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High Fructose Corn Syrup Tied to Global Diabetes Increase?

Call it high fructose corn syrup (HFCS) or “corn sugar,” the news is not good for the Corn industry.

A new study published in the latest issue of the journal Global Public Health found that adult type-2 diabetes is 20 percent higher in countries that consume large quantities of HFCS.

This study is going turn up the heat on the already fiery debate between the Corn Refiners Association of America (who claims that HFCS is a natural product that is okay to consume in moderation), and a host of nutritionists, scientists and advocacy groups (who say that corn syrup is “Not Remotely Natural”).

According to the New York Times, the study’s authors reached their conclusion by evaluating existing statistics on body mass index, diabetes rates and global food consumption. But the correlation increased after adjustments were made for country level differences in body mass, population and gross domestic product.

“HFCS appears to pose a serious public health problem on a global scale,” said lead author Michael Goran, PhD, a professor of preventive medicine, at the Keck School of Medicine at the University of Southern California. “The study adds to a growing body of scientific literature that indicates HFCS consumption may result in negative health consequences distinct from and more deleterious than natural sugar.”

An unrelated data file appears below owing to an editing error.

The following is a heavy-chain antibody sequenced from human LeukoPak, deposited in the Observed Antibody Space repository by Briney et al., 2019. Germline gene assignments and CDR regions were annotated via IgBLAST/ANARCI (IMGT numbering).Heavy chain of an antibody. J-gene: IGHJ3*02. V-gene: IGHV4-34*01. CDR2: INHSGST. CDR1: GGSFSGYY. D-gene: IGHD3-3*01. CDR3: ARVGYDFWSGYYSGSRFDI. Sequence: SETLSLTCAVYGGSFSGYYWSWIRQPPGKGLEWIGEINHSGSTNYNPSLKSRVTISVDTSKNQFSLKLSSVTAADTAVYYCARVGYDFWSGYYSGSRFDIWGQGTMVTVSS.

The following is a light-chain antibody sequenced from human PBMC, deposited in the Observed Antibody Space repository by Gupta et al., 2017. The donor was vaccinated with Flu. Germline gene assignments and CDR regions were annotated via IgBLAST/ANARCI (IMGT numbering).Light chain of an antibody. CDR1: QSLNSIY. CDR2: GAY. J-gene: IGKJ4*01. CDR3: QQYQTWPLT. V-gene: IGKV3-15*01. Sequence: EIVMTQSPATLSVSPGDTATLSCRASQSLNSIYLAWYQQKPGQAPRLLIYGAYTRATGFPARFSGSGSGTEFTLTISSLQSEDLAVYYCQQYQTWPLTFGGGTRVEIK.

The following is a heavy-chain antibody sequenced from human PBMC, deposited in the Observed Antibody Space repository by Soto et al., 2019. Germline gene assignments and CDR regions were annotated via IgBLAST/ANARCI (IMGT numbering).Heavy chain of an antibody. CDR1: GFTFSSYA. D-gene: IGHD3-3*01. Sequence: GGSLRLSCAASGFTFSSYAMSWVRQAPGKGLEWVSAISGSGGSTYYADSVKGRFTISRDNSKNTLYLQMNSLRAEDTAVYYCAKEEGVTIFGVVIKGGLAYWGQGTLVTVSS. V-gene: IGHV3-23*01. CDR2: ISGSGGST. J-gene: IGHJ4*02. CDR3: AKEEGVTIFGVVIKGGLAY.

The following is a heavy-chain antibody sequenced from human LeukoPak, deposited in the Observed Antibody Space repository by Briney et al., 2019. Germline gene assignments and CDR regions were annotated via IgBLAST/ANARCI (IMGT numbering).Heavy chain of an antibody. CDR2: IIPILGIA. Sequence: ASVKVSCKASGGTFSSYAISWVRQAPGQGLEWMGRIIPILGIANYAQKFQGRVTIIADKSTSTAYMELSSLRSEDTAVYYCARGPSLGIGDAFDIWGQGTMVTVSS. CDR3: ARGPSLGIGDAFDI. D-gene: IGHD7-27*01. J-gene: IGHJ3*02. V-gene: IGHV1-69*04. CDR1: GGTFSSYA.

The Corn Refiners Association were quick to fire a rebuttal. “This latest article by Dr. Goran is severely flawed, misleading and risks setting off unfounded alarm about a safe and proven food and beverage ingredient,” said Audrae Erickson, president of the association.

Marion Nestle, New York University Professor and author of “Food Politics” also was critical of the study. “I think it’s a stretch to say the study shows high-fructose corn syrup has anything special to do with diabetes,” Dr. Nestle told the New York Times. “Diabetes is a function of development. The more cars, more TVs, more cellphones, more sugar, more meat, more fat, more calories, more obesity, the more diabetes you have.”

In a post on Food Politics, she agreed with Audrae Erickson’s assertions that table sugar and high fructose corn syrup are nutritionally and metabolically equivalent and advised that the bottom line is everyone would be better off eating less sugar(s).

Considering Americans consume on average more than 600 calories per day from added sugar, equivalent to 40 teaspoons, this is great advice!

Get started now by reading about 3 surprising ways to curb sugar cravings!

Image Source: Wikimedia Commons